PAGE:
Twenty-four hours a day, from 1975 to 1991, Marcopper Mining (operated by Canadian Placer Dome — which has since been bought out by Barrick Gold) dumped 200 million metric tonnes of toxic mine tailings onto Calancan Bay at surface level. What you see in this image is part of the 7.5 km long tailings causeway, an artificial landmass made up of mine tailings (a mix that includes dangerous levels of arsenic, lead, and mercury). The causeway used to be 9 km long, but the rains and tide have been slowly eroding it into the ocean.
The result has been the death of the corals and much of the life in this bay. The poverty of the local people forces them to continue to eat what they can catch resulting in major health problems.
Five-year-old Maria Neryl Pigquerra is one of three children born in Calancan Bay in 2002 with microcephalis. This condition leaves her smaller than her four-year-old brother, unable to communicate (other than crying), and with virtually no motor skills. She is fed congee (Maria can only swallow pureed food) by her mother, who wonders how a family of fishers will be able to care for her in the future.
Heavy metal poisoning is intergenerational, thus metals are transmitted from mother to child.
This is Wilson Manuba of Calancan Bay. He used to accompany his father fishing as a young boy in the late ’70s. He told me about how much fun he used to think the mine tailings were (“it felt different than the sand and mud, I used to love playing in it”).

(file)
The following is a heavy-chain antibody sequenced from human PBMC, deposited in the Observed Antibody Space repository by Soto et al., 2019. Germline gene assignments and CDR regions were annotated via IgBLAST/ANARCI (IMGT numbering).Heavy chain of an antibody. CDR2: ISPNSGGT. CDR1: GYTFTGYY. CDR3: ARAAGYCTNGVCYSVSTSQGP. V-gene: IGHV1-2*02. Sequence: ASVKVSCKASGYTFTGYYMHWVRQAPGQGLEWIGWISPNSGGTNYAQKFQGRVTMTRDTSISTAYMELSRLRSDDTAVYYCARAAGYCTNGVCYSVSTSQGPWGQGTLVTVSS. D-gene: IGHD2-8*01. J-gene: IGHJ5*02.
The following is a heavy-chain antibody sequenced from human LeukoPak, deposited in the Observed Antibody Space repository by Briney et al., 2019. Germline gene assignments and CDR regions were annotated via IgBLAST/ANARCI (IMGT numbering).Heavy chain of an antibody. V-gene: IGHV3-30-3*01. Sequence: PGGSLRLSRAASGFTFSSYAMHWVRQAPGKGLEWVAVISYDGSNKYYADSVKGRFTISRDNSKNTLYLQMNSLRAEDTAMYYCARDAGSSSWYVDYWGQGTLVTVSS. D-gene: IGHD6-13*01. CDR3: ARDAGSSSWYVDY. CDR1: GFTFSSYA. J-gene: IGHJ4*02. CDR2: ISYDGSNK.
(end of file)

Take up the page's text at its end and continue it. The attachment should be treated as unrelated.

Unfortunately, neither he nor his father knew about its dangers. And so regular barefoot exposure, coupled with regular cuts and scrapes on their feet (a daily reality for fishers) resulted in severe heavy metal poisoning for the father and son.
They both suffer from open tumor-like wounds that won’t heal. Wilson’s poisoning was so severe that he almost died and was saved only through the loss of his leg. Despite it all, both continued on as fishers as it was their only means of livelihood.
Wilson recently quit fishing when MACEC, a local NGO, provided him with a sari-sari store (a small village store).
Wilson has three children, two of whom also have persistent open wounds on their legs.